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FAQ About Raising Backyard Chickens

Chicken Coop at Living Homegrown

As an urban homesteader who owns city chickens, I get asked a lot of questions about the care and maintenance of my flock. I’ve noticed that I get the same questions over and over, so I thought today’s post should address some of those questions.

Here we go…

1 – How much coop space should I have?

Now if you ask my “diva” chicken Charlotte this question, she will tell you that each chicken should have:

  • 1,000 square feet per chicken
  • Their own unlimited stash of meal worms
  • A personal “chicken” massage therapist

But the truth is, that for chickens that free range out in the garden during the day, you only need about 3-4 square feet in the coop/run area for each bird. They will really be spending most of their time outside the coop and only using the inside area for the nesting boxes in the day and roosts at night.

So for 4 chickens that free range, you only need a coop/run area that measures about: 4 by 4 feet (16 square ft). But it is always best to give them as much space as you can.

For chickens that will be inside the run all the time (never free ranging), you need to bump that number up to 10 square feet per bird. So now those 4 chickens need a coop/run that is 6 x 7 feet (42 square feet). It is always best if you can give them a little outdoor time each day to look for bugs and get fresh air. But if that is not possible, look at how much space you have and only get the number of birds you can accommodate. Having too many birds in too small of a space can cause health problems.

2 – How many nesting boxes do I need?

Trust me, the hens can share. You don’t need a box for each bird. And even if you did, you would find that they would probably all use the same box anyway. I find that one nesting box for every three hens works great.

3 – Do I need a Rooster to get eggs from the hens?

Some of you probably think this a silly question. But no question is silly! In fact, I get asked this question all the time.

“Hazel” the Blue Silkie Rooster

The answer is NO, you do NOT need a rooster to get eggs. In fact, most ordinances don’t allow roosters within city limits due to the noise. (They crow all day long – not just in the morning.) A hen ovulates (and lays an egg) whether she is fertilized by a rooster or not. So no rooster is required to cause the ovulation. You only need a rooster if you want to hatch the eggs.

If you accidentally get a rooster, I discuss having a rooster plan HERE.

4 – When do the hens start laying eggs?

For most breeds, you can expect to start getting eggs when the hens are about 5-6 months old. The first few eggs can be a little funky – small, misshapen, double yolkers and even this double shelled egg I got once. It can take a few months for their juvenile bodies to adjust to adulthood.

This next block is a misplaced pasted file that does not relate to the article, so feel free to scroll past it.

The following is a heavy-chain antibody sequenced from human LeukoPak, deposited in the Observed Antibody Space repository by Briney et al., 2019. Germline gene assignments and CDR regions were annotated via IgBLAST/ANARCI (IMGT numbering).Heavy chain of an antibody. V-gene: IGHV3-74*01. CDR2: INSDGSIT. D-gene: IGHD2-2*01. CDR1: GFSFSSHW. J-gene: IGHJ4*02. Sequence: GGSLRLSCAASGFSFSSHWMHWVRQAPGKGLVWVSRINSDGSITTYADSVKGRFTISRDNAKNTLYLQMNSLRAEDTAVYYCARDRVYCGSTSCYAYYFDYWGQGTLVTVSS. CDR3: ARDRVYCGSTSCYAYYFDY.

5 – How many eggs can I expect?

Some breeds are better layers than others. But in general, a chicken will lay an egg every 24-48 hours IF they are receiving 12-14 hours of daylight per day.

The daylight triggers a photo-receptive gland near the eye and that causes ovulation. So in the winter months (when the days are shorter), your hen’s egg production will slow down or might stop all together for a few months. To keep production going, you can add artificial light inside your coop to extend the number of “daylight” hours. Personally, I let the hens rest naturally, but many of my friends use artificial light with no ill effects.

Some breeds are like clockwork and will consistently give you 1 egg per day. Other breeds will lay just a few times per week. After 2-3 years, a hen’s egg production slows down and she eventually stops laying.

6 – How long do chickens live?

On average, most backyard chickens live to be around 8 years old. I have heard of some living much longer. Your chickens will be well cared for, so they should have a long, happy life.

The important thing to remember is that they will only lay eggs consistently the first few years. If you are keeping them as a pet, you will not be getting eggs from them for the last few years of their life. You may want to add a few newer chickens to your flock every 3-4 years to keep your egg production up.

7 – What about mites and lice?

Mites and lice happen, so always keep an eye on your birds – look for bald spots and sores. Here is a good article with photos.

Most mites and lice come from the wild birds visiting your backyard. The wild birds come to nibble on the chicken food and leave a few parasites behind. Keeping wild birds out of the feeding area helps. Overcrowding makes it worse, so for the health of your birds keep your flock numbers manageable.

Chickens will naturally give themselves dust baths to prevent parasite infestations. You will see them do this when out in the dirt areas of your garden. To aid them even further, you can add a dust box to their coop. Keep it filled with a mixture of course sand and food grade diatomaceous earth (Here is a source). Be careful not to add too much diatomaceous earth (only a cup or so) as it creates a fine powder that can cause respiratory problems. Some people also add wood ash to the mix, but I have not tried that.

8 – How do you treat those parasites if I get them?

I really like Poultry Protector because it is an all natural, non-toxic spray that uses enzymes to control the parasites. You can spray it directly on the birds and also inside of the coop (nesting boxes, etc). The liquid easily gets into all the nooks and crannies of the coop.

The only bad thing about this product is that the chickens absolutely hate being sprayed.

Hope that helps! If you have your own FAQ or chicken keeping tips, please add them in the comments. I would love to hear them!

 This post was part of a blog series called the 31 Days of Living Homegrown

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About the Author:

Theresa Loe is the founder of Living Homegrown® and the Canning Academy® and is the Co-Executive Producer & Canning Expert on the national PBS gardening series, Growing A Greener World®. Theresa homesteads on just 1/10th of an acre in Los Angeles with her husband, two teenage boys and several disorderly but totally adorable chickens. Learn more about Living Homegrown here and about the Canning Academy here.


  • Lisa says: